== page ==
Skip to main content

Lewis Ellsworth Akeley papers

Identifier: MS-004

Content Description

The Lewis Ellsworth Akeley Papers contain materials from Akeley’s time as a professor and administrator at the University of South Dakota.

Most material is undated.

The Correspondence series is divided into three sub-series: Incoming, Outgoing, and Other. The material in the incoming and outgoing series contains correspondence primarily between Lewis Akeley and his colleagues and associates.

Much of the content in Other concerns the publication of Akeley’s memoir This Is What We Had in Mind.

The Printed Material contains newspaper articles covering Akeley’s birthday celebrations, Akeley’s views on atomic energy, the publication of his book This Is What We Had in Mind, and his passing in 1961.

The Typescripts include a wide range of writings from Lewis Akeley. Some of these writing may have also been published. Some of the writings include “Public Opinion in Democracy,” “Liberty and Freedom,” and “Science and Thought.” There are also several drafts of his memoir This Is What We Had in Mind.

The Manuscripts series are divided into two sub-series: Lecture Series and Miscellaneous. The Lecture Series contains philosophy lectures from Akeley. The content of the lectures includes introductory philosophy material, as well as an introduction to the philosophy of Immanuel Kant. The miscellaneous Manuscripts include additional philosophy compositions from Akeley whose topics range from “The Progress of Science in the Nineteenth Century” to “The Social Mission of the Church.” Judging from the content of the material, the papers date from the beginning of the 20th Century to post-World War I. Whether or not these writings were meant for publication, the classroom, or for another purpose is unclear.

The Miscellaneous material contains requisition forms, a list of those receiving complimentary copies of Lewis Akeley’s memoirs, and a list of Akeley’s published articles.


  • Creation: 1900 - 1963


Conditions Governing Access

This collection is open for research without restriction. Researchers are advised to contact the Archives and Special Collections prior to visiting. Advance notice may be needed to retrieve items for research use.

Conditions Governing Use

Researchers must obtain a signed Permission to Publish Form if they wish to reproduce, broadcast, or otherwise disseminate information from published and unpublished works held by ASC. Permission to reproduce, broadcast, or otherwise disseminate information materials from ASC does not constitute permission from the holder of copyright or literary rights. The researcher is responsible for securing permission from the copyright holder to publish or reproduce content from materials found in the collections.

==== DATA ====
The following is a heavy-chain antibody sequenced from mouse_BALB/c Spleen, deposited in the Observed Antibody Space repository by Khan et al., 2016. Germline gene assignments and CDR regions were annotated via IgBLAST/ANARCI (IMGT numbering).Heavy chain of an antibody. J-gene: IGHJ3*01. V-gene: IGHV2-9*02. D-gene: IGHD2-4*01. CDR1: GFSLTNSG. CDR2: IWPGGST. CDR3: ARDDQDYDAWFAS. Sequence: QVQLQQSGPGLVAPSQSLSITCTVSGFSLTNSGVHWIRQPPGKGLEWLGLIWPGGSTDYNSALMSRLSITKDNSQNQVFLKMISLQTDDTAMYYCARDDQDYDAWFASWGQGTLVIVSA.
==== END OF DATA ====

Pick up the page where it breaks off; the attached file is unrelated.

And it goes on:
Biographical / Historical

Lewis Ellsworth Akeley was one of the original faculty of the University of South Dakota. From 1887 until 1908 he served as a professor of chemistry and physics, but also taught courses in Latin, physical geography and physiology. Akeley assisted Alexander Pell in establishing an engineering department in 1903 which would become the College of Engineering in 1907. Akeley became the college’s second dean in 1908 and served until its end in 1933. Thereafter, at the age of 72, Akeley “retired” and taught part-time as a lecturer in philosophy until his mid-nineties. Akeley remained active with the university until his passing in 1961 at the age of 100.

Akeley was a professor of natural science who also believed that classicism was an integral part of education. With regard to the establishment of the College of Engineering, Akeley wrote, “I experienced a new birth that completed my academic journey through classicism to science and then to technology.” Much of the material in this collection contains his writings on philosophical topics.


1.5 Linear Feet (3 document boxes)

Language of Materials



The Lewis Ellsworth Akeley Papers contain materials from Akeley’s time as a professor and administrator at the University of South Dakota.


The papers are divided into five series: Correspondence, Printed Materials, Typescripts, Manuscripts, and Miscellaneous.

Lewis Ellsworth Akeley papers
Andrea M. Peterson
2006 January
Description rules
Describing Archives: A Content Standard
Language of description
Script of description

Repository Details

Part of the USD Archives and Special Collections Repository